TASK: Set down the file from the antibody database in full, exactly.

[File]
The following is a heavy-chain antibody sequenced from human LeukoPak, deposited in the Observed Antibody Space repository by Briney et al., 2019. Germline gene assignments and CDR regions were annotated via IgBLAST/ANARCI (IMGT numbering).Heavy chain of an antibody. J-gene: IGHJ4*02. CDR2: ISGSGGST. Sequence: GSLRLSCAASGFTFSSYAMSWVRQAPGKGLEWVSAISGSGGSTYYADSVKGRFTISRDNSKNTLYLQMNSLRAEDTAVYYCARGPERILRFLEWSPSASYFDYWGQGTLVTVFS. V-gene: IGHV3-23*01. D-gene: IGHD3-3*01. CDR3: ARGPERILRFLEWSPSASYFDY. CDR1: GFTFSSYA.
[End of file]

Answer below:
The following is a heavy-chain antibody sequenced from human LeukoPak, deposited in the Observed Antibody Space repository by Briney et al., 2019. Germline gene assignments and CDR regions were annotated via IgBLAST/ANARCI (IMGT numbering).Heavy chain of an antibody. J-gene: IGHJ4*02. CDR2: ISGSGGST. Sequence: GSLRLSCAASGFTFSSYAMSWVRQAPGKGLEWVSAISGSGGSTYYADSVKGRFTISRDNSKNTLYLQMNSLRAEDTAVYYCARGPERILRFLEWSPSASYFDYWGQGTLVTVFS. V-gene: IGHV3-23*01. D-gene: IGHD3-3*01. CDR3: ARGPERILRFLEWSPSASYFDY. CDR1: GFTFSSYA.